How to recognize Xanax addiction?
A person addicted to Xanax appears very tired and has low energy levels. They usually don’t have the motivation to socialize or engage in normal daily activities.
You may also recognize something is wrong by changes in a person’s behavior, mood, appearance, or performance at school or work. These changes can be attributed to other factors, not just Xanax addiction. However, they’re telltale signs someone’s struggling with serious problems like drug abuse.
If you recognize signs associated with Xanax addiction symptoms from this post, you can encourage the addicted person to seek professional help. Laboratory tests can detect the presence of medications, including Xanax. However, these tests can’t diagnose addiction.
Addiction to Xanax is diagnosed when the affected person meets the criteria described in the DSM-5 Criteria for Substance Use Disorders. Basically, a Xanax diagnosis is established when a person meets at least two of 11 criteria within a one-year period. These include using the drug in a harmful manner, neglecting duties due to drug use, social and relationship problems due to Xanax, developing drug tolerance, withdrawal symptoms, using higher amounts or taking the drug more frequently, inability to decrease or stop drug use, investing a lot of time to obtain or use the drug, experiencing side effects, cravings, and avoiding normal activities in favor of Xanax.
Upon diagnosis of Xanax addiction, the healthcare professional also determines the severity of the problem. Addiction can be mild, moderate, or severe. Mild addiction refers to cases where a person meets two to three criteria, moderate if four to five criteria are met. Severe addiction occurs when a person meets six or more criteria.
It is of extreme importance for the addicted person to participate in the diagnostic process. Remember, you can’t diagnose Xanax addiction on your own. When you recognize signs of Xanax use, you can set up a support system that would motivate or encourage the person to get help.
What are the treatment options for Xanax addiction?
Treatment options for Xanax addiction normally involve medications and therapy. In most cases, a patient receives a combination of these two approaches according to a 2014 research-based guide on the Principles of Drug Addiction Treatment from the National Institute on Drug Abuse. The main objective of the treatment is to help a patient avoid using Xanax, but it also works to address their underlying conditions such as depression and anxiety.
Medications for Xanax addiction work to manage withdrawal symptoms. They may also serve as a long-term treatment for anxiety. To avoid further problems, doctors usually prescribe non-addictive alternatives to Xanax. The use of medications doesn’t necessarily remain in detoxification, which is the first stage of addiction treatment. Detox in Xanax addiction treatment tends to last longer than detoxification for other drugs. The reason is simple: Xanax is highly addictive and causes serious withdrawal symptoms, so the dose has to be tapered slowly and gradually. As a result, treatment can overlap with other stages of the treatment process.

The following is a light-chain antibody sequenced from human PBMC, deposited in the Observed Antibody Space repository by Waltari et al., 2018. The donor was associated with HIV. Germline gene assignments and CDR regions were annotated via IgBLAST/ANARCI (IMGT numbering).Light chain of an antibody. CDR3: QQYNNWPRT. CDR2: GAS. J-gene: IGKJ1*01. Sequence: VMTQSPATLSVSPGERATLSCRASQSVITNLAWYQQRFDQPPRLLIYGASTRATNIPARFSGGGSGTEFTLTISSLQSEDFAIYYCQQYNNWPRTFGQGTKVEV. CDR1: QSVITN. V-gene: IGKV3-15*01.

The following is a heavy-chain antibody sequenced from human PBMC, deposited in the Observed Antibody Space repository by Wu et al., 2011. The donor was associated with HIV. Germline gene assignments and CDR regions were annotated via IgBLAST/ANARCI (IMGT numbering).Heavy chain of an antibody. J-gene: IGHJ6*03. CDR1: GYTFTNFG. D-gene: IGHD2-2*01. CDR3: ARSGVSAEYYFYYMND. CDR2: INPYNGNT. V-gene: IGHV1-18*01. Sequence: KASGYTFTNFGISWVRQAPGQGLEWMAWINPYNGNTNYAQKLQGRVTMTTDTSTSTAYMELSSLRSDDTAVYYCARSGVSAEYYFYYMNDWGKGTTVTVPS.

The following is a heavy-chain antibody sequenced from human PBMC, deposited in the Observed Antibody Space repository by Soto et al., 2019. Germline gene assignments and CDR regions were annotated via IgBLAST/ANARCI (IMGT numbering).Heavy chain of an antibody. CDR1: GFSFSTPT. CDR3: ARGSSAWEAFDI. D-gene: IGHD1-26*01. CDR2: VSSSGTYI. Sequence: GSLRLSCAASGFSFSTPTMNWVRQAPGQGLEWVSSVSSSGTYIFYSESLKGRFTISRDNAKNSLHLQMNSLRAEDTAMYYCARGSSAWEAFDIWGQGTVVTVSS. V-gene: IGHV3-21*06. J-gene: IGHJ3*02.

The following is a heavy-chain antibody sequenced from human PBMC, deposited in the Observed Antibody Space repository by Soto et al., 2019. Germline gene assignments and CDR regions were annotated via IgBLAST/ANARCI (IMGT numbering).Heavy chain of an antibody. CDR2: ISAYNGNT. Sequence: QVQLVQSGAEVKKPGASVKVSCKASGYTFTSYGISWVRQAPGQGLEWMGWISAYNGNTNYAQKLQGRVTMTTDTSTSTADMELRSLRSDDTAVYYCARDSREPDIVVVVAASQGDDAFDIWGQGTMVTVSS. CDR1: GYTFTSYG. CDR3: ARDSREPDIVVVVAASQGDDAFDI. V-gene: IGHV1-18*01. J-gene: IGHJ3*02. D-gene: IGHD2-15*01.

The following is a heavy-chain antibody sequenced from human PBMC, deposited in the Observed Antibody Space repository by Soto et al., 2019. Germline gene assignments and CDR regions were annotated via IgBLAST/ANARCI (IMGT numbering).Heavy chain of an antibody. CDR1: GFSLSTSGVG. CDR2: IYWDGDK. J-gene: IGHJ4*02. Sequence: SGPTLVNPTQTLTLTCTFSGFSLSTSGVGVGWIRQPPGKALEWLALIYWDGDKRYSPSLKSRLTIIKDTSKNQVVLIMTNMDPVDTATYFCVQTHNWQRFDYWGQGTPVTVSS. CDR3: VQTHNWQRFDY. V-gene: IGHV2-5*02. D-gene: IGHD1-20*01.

Therapy is an integral component of Xanax addiction treatment. The goal of the therapy is to treat underlying mental health problems, help patients adopt healthy coping mechanisms, and adopt a more positive mindset to replace negative thoughts and behaviors. The most effective approach is cognitive-behavioral therapy (CBT), according to a 2017 review article by Michael Soyka, M.D. on the Treatment of Benzodiazepine Dependence published in the New England Journal of Medicine. This type of therapy could help patients learn to resist triggers that lead to drug abuse.
Patients also receive education, cue exposure, and take part in self-management training. Education is particularly important primarily because most patients don’t know how is Xanax addictive primarily because they regard medications as safe solutions to symptoms they experience. To address the growing severity of drug abuse, organizations including the American College of Physicians, Substance Abuse and Mental Health Services Administration, and the American Psychiatric Association, created treatment guidelines and policy statements on physician prescription, patient education, and the use of Prescription Drug Monitoring Programs to aid in the prevention and reduction of prescription misuse such as Xanax addiction, as reported by A Systematic Review of Opioid and Benzodiazepine Misuse in Older Adults published in The American Journal of Geriatric Psychiatry in 2016.
Alternative treatment options for Xanax addiction include motivational interviewing and contingency management. Counseling in Xanax addiction treatment can be done individually or in groups. Family and marital therapies are also available.